After a morning of exploring Osh, continue to Sary Tash (approximately 3 hours). On this journey you will cross the Taldyk Pass (3615 m). Conveniently located in the Alai Valley, bordering Tajikistan, Sary Tash is a junction for explorers heading off in many directions on the road to Osh, Murgab (Tajikistan), and Kashgar (China). You will spend the night in a basic guesthouse or homestay in this small, remote village at the junction of the Silk Road.
Today we drive to Murgab (approximately 6–7 hours). First, after breakfast, drive the 50 kilometres from Sary Tash to the Kyzyl Art Pass (4280 m). In this spectacularly remote spot, you will cross the border from Kyrgyzstan to Tajikistan. Remember to be patient as officials work through the various permits and procedures. Once inside Tajikistan, you'll make your way down the 95 km to Karakul Lake for lunch, with yet more dramatic scenery and photo opportunities along the way. Karakul Lake is too high to support aquatic life and is the largest out of 800 lakes in the Pamirs; these lakes were created by earthquakes, tectonic activity and glaciers. The final 135 km today takes you to Murgab via the Ak-Baital Pass (4655 m), the highest pass on the Pamir Highway and in the former Soviet Union. Murgab is located in a valley at approximately 3000 m above sea level, surrounded by high peaks. This region is inhabited mainly by Kyrgyz people. From here, on a clear day, you can see Muztag Ata (7546 m), the highest mountain in the Pamirs. While here, your hosts will prepare you a simple dinner and breakfast – homemade bread, plov (rice pilaf) and fried eggs or porridge. Keen stargazers will be treated to a great display on a clear night, with very little light pollution affecting views of the night sky.
Today is another long day of breathtaking driving (approximately 10 hours). Drive through the picturesque Alichur valley, over the Khargush Pass (4344 m), to the Wakhan Corridor. As you enter the Wakhan there are amazing views of the Pamirs to the right and of the Hindu Kush to the left. On the other side of the pass you will cross through another check point and travel along the Afghanistan border. In contrast to the previous village stays, the surroundings here are more fertile, with families growing tomatoes, cucumbers, cabbages and flowers on their own garden plots. A stop will be made somewhere along the way for lunch in a local chaikana (teahouse/cafeteria). Tonight you will stay in a traditional Pamiri house, which consists of a large pillared central room where all home life takes place. Home cooking awaits – perhaps lagman (noodle soup) or shorpa (meat and vegetable soup). After dinner your hosts will roll the mattresses and you'll share a sleeping area with the rest of the group.
Today is one of the most active days of the trip so take advantage of the chance to stretch your legs! After breakfast there's the option of hiking to an interesting petroglyph site above the village. The images, carved into the rocks high above the village, depict goats, caravans, horses and Ismaili symbols. You'll hike up a gravelly slope for at least 30 minutes (depending on fitness) before the first carvings are visible. There is little shade and it's hard going, but it's well worth the exertion, especially after so long in a vehicle. Next you will drive to nearby Vrang, where on a cliff-side pitted with caves stands a Buddhist complex with 4th-century origins. It's another climb to get there, but the path is flatter in places and not as physically demanding as the hike to the petroglyphs. Continue to Ptup via the stunning valley that follows the winding river (approximately 3 hours). You'll stop en route for lunch. Ptup is the location of your next Pamiri homestay in the traditional Wakhan style. The multi-generation family who live here have a beautiful garden and house with a flush toilet and shower with solar-heated water. While you're in Ptup you'll visit the stunning Yamchun Fort, which some claim is the most spectacular sight in the country. To get to the fort you'll follow very windy, narrow mountain roads, so for safety reasons this journey will be made well before nightfall. Access to the fort itself is via a tricky scramble down and along the rocky valley. The views out over the valley are amazing. If time and road conditions permit, you might be able to visit Bibi Fatima hot springs too.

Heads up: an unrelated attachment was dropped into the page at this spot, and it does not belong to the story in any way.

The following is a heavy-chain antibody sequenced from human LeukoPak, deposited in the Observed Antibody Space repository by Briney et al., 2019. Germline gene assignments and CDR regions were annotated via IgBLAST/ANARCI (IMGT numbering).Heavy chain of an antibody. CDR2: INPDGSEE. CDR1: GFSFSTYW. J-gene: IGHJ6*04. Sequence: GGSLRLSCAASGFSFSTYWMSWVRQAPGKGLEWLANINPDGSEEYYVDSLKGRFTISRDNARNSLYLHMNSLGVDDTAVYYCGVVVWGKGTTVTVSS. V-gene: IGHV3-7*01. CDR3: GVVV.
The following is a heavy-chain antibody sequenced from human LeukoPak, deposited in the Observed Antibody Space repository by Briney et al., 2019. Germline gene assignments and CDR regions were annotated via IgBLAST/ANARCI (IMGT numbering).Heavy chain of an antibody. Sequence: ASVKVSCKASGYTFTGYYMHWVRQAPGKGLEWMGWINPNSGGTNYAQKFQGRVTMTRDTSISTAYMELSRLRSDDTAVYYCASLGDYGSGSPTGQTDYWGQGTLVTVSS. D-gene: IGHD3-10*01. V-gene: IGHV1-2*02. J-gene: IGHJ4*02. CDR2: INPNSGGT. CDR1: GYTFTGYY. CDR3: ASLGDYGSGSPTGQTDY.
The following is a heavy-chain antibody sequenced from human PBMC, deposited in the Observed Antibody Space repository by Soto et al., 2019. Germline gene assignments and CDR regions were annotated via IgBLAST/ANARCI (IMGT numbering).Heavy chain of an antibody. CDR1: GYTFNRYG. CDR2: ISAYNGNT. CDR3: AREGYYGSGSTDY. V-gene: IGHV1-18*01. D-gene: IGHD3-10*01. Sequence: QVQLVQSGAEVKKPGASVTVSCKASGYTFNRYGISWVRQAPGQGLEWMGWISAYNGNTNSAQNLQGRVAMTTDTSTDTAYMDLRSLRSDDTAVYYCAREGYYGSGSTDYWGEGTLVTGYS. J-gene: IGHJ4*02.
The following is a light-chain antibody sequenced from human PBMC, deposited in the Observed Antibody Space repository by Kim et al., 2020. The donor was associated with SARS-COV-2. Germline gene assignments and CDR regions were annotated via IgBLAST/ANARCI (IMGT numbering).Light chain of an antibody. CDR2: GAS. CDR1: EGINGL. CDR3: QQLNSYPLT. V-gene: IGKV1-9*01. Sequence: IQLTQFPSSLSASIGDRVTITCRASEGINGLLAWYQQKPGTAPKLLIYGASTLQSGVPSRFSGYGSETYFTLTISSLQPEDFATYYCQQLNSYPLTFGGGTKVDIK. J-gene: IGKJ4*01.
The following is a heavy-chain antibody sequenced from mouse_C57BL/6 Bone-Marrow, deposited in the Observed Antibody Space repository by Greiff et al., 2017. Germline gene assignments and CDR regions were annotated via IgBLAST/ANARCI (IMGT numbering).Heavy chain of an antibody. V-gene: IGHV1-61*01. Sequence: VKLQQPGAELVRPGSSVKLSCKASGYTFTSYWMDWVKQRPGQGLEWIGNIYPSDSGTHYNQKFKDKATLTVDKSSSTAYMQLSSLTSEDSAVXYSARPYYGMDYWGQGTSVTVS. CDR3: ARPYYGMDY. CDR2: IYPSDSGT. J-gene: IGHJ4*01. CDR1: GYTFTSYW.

From Ptup you will travel to Khorog (approximately 6 hours), which after our village experiences might seem like a bustling metropolis. You will pass through Ishkashim, perhaps stopping for lunch there, and continue along the Afghan border. Look out for the watchtowers and border crossings which, despite the proximity of the countries (sometimes only 100 metres apart), are few and far between, with very little contact between people on each side of the divide. Also watch out for ovrings, the spectacularly scary footbridges that Afghans have built along the cliff faces in order to be able to commute from one village to another. The contrast across the river valley here can be quite stark in places. Tajikistan is undoubtedly a poor country; in general the roads are sealed and buildings are connected with electricity, but over the river you will see locals living in much simpler conditions. You'll often be able to get a wave from your neighbours across the river as you travel along. Once in Khorog you will be in the capital of the Gorno-Badakshan Autonomous Oblast (GBAO). Here you'll stay in a guesthouse or hotel with private bathrooms. Perhaps enjoy a dinner at an Indian restaurant in town – one of the city's best.
Time to explore Khorog's sights today, including the bazaar. As you wander throughout this intriguing marketplace, your leader will be able to point out to you which stalls are selling Afghan goods from our neighbours across the river. There will also be time to check out the lovely botanical gardens that are perched high above the town, which boast some great panoramic views, and the curiously quaint Regional Museum.